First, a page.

Driver’s seat no place to multi-task
By Steve Wallace, Victoria Times Colonist, December 04, 2009
The latest studies on driving distractions show surprising new information on how the brain processes and segments tasks.
When drivers are using a cell phone, either hand-held or hands-free, they will only be able to concentrate and act upon one task at a time. In fact, the driver will give attention to the perceived most important task and set back action on the secondary task. So much for multitasking as a driving technique.The new legislation regarding cell phones is a step in the right direction for increased safety of drivers, passengers, pedestrians, cyclists and the public.
A dropped lit cigarette is an even more dangerous distraction than an absorbing chat on the cell phone. This driver is potentially doubling his trouble.
Chris Roussakis, Reuters
Studies on how the brain reacts to distractions have resulted in changes to driving laws. Let’s not forget the redeeming qualities of some distractions such as the cell phone. Mobile phones have the potential to help all of us in emergency situations. Heart-attack victims have been saved by a single phone call. All sorts of emergencies have come to a successful conclusion because of this relatively new technology.
There are distractions that are far worse, with no redeeming qualities. For instance, a dropped lit cigarette generally requires undivided attention. Drivers who eat while commuting are engaging in hazardous behavior as well.
Applying makeup, reading a map and taking off an outer garment, adjusting the seat, wheel, or searching the glove compartment — all are examples of tasks better accomplished while stopped.
Highway patrol would be well advised to enforce the laws concerning distractions and combine that with the already-concentrated speeding enforcement.
Many vehicles have fingertip adjustments for the temperature, CD and defogger functions, which can now be safely operated while driving.But some people try to juggle a cigarette, coffee and the driving task. Of late there have been several sensational examples of distracted drivers. Whether it is a texting driver or a bus driver doing a puzzle, the latest emphasis on distractions by authorities can only be good news for the driving public.
One woman was observed changing a toddler’s diaper while driving on a four-lane city road. Some may give her a citation for dexterity. The police think otherwise.How about the guy discovered reading a book on the freeway, travelling to and from work. It began while in gridlock and simply progressed to the commute. This insane behavior should be reported to the police.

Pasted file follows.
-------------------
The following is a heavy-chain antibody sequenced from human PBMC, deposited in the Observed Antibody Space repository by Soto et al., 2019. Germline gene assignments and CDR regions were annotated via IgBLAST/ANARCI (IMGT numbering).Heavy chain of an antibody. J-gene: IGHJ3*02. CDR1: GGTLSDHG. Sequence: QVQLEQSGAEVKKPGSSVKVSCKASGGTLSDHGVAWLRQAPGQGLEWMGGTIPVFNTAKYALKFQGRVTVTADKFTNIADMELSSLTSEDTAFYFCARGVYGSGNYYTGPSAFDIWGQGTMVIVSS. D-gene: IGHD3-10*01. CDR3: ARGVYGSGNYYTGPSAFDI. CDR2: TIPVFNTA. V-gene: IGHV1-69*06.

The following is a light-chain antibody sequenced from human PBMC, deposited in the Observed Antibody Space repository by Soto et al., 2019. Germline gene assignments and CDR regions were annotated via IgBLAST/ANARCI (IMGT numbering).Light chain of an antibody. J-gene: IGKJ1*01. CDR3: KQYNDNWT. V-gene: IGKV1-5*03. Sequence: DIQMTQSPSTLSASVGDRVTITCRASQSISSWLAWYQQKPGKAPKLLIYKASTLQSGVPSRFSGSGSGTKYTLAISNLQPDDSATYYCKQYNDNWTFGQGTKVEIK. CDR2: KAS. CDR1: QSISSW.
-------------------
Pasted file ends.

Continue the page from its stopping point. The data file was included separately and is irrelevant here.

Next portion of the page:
People who drive with small animals, such as dogs or cats, on their shoulder or lap are unable to properly see or react in certain situations. The driver who takes the family cat for a first ride, only to have the feline hide under the brake pedal, is creating a greater risk than any of the previously mentioned distractions.
Driving is a complex task. It requires singular attention with minimum distraction. The latest studies put to rest the idea of a successful multi-tasking driver.
Drivers who are unable to hear properly are a hazard as well. Whether it is a boom box or some other device with earphones, it is a major distraction.
New drivers are particularly susceptible to being distracted by the simplest of tasks. Tuning a radio, inserting a CD and even talking to a passenger can result in horrendous car crashes at both high and low speeds. The back-seat no-passenger rule for new drivers was initiated because research showed the accident rate when the back seat was occupied to be akin to that of drinking drivers.
We would all do well to pay more attention to our driving, without distraction, for a safe and sure ride to our destinations.
Steve Wallace is a member of the College of Teachers and the owner of Joan Wallace Driving School on Vancouver Island and in the Interior of B.C.
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